So Peter went down and agrees to go with them.  “Cornelius was expecting them and had called together his relatives and close friends”.  There is a bunch of people assembled when Peter arrives.  “And as he talked with him, he went in and found many persons gathered”.  This was a big deal to Cornelius.  Peter says to him “when I was sent for, I came without objection. I ask then why you sent for me”.  Peter is unsure why he was summoned, and Cornelius is basically in the same boat.  “Now therefore we are all here in the presence of God to hear all that you have been commanded by the Lord”.  Not a lot of clarity, just trust that God has a plan.

Then we see the power of God at work.  Peter has no clue what he’s to talk about.  “So Peter opened his mouth” and  gave a powerful message to the people that had gathered.  He didn’t know why he was there and certainly didn’t know what he was there to share.  But God moved when he was obedient and opened his mouth.  That’s how God works.  What God originates, He orchestrates.  He gave Peter the words based on his obedience.  Peter said, speaking of Jesus, “he commanded us to preach to the people and to testify that he is the one appointed by God to be judge of the living and the dead….that everyone who believes in him receives forgiveness of sins through his name”.

It was the message of the gospel and as they believed, “the gift of the Holy Spirit was poured out even on the Gentiles….he commanded them to be baptized in the name of Jesus Christ.  It was a huge day filled with God’s hand at work in the lives of two men who really had no clue what was happening but both just obeyed as God led them.  It turned into an evangelistic service where God moved and changed the lives of many through one man’s words and another man’s invitations.

Acts 7

Acts 7 has Stephen before the high priest defending himself.  He gives a long history lesson of God’s faithfulness and the blessings God has bestowed on His people.  He walks through the story of Abraham and Isaac and Moses and continues to the present time where they have killed the Christ.  He then lets them have it.  “You stiff-necked people, uncircumcised in heart and ears, you always resist the Holy Spirit.  As your fathers did, so do you”.  Not a gentle and quiet defense to say the least.  Stephen was direct and in their face.  But he continues.

He tells them “they killed those who announced beforehand the coming of the Righteous One, whom you have now betrayed and murdered, you who received the law as delivered by angels and did not keep it”.  All the show the religious leaders tried to make wasn’t worth anything and Stephen calls them out.  They are not amused.  “Now when they heard these things they were enraged, and they  ground their teeth at him”.  The easy way out would be for Stephen to keep his mouth shut and just take the punishment the high priest might hand out.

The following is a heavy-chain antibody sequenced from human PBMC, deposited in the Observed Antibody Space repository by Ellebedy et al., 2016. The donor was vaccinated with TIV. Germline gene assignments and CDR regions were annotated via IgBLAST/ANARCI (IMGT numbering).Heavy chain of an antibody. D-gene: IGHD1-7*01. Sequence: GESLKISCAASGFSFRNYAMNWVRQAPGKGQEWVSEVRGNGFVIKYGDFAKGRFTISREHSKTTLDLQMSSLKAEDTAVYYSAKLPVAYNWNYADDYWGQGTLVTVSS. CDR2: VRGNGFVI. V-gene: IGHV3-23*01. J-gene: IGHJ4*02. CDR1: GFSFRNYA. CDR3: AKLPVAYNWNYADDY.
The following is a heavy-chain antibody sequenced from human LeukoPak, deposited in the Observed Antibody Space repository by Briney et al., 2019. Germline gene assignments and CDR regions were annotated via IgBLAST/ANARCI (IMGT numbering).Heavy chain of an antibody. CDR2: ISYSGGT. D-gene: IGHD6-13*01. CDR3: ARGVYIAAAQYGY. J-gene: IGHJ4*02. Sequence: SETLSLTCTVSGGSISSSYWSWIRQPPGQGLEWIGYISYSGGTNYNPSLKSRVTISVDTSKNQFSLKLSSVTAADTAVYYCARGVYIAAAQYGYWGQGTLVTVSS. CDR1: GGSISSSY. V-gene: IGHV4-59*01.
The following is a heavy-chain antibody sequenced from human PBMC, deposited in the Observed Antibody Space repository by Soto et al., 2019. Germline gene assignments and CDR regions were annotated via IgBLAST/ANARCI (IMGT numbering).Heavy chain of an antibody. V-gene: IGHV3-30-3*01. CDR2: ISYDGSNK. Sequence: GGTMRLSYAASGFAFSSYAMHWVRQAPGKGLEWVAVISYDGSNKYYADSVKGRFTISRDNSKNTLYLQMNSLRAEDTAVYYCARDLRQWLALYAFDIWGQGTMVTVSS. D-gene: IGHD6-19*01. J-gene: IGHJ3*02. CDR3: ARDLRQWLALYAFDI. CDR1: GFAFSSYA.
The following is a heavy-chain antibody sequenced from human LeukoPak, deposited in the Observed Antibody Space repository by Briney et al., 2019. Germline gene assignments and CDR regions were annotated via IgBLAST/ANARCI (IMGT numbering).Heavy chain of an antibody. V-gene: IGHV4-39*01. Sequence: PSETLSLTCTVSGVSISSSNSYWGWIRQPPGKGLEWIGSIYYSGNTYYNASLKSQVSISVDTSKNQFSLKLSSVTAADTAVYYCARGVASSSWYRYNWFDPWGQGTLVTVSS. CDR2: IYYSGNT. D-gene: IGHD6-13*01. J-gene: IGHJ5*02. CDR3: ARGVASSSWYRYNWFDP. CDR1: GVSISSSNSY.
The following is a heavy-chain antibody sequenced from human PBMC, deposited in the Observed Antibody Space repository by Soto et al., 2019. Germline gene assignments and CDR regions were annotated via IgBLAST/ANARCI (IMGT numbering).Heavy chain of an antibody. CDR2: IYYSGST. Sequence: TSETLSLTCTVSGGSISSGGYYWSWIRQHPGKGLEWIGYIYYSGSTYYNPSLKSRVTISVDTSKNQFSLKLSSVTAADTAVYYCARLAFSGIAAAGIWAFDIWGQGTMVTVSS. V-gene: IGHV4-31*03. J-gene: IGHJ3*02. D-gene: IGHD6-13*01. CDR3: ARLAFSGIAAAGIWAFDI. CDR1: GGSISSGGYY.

But he, full of the Holy Spirit, gazed into heaven and saw the glory of God, and Jesus standing at the right hand of God”.  Stephen was tuned in and connected to God.  Does that describe your relationship with the Father?  What would you do if accused of your faith and standing before someone who wants you to deny that faith in order to be set free.  Stephen doesn’t give an inch and “they cried out with a loud voice and stopped their ears and rushed together at him”.  Stephen answered without fear and was willing to face the persecution that was headed his way.

“Then they cast him out of the city and stoned him….the witnesses laid down their garments at the feet of a young man named Saul”.  Here we meet the man Saul who was right in the middle of the killing of Stephen.  But he doesn’t give an inch, and “as they were stoning Stephen, he called out, Lord Jesus, receive my spirit”.  Stephen doesn’t lose sight of the reality that God is there with Him.  “And falling to his knees he cried out with a loud voice, Lord, do not hold this sin against them. And when he had said this, he fell asleep”.  Stephen doesn’t lose sight of his relationship with God and even while they were killing him for his faith, he willingly offers forgiveness and love.  That’s faith in action God’s way.

Acts 6